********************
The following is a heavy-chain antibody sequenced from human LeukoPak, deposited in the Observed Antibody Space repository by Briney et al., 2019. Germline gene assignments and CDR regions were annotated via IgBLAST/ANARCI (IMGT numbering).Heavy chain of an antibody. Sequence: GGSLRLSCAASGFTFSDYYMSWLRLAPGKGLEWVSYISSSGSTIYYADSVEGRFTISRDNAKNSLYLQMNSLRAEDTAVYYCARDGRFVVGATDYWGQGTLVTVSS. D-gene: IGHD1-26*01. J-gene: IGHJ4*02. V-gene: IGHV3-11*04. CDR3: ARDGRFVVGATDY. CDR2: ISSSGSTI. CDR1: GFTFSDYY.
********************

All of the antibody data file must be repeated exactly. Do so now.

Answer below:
The following is a heavy-chain antibody sequenced from human LeukoPak, deposited in the Observed Antibody Space repository by Briney et al., 2019. Germline gene assignments and CDR regions were annotated via IgBLAST/ANARCI (IMGT numbering).Heavy chain of an antibody. Sequence: GGSLRLSCAASGFTFSDYYMSWLRLAPGKGLEWVSYISSSGSTIYYADSVEGRFTISRDNAKNSLYLQMNSLRAEDTAVYYCARDGRFVVGATDYWGQGTLVTVSS. D-gene: IGHD1-26*01. J-gene: IGHJ4*02. V-gene: IGHV3-11*04. CDR3: ARDGRFVVGATDY. CDR2: ISSSGSTI. CDR1: GFTFSDYY.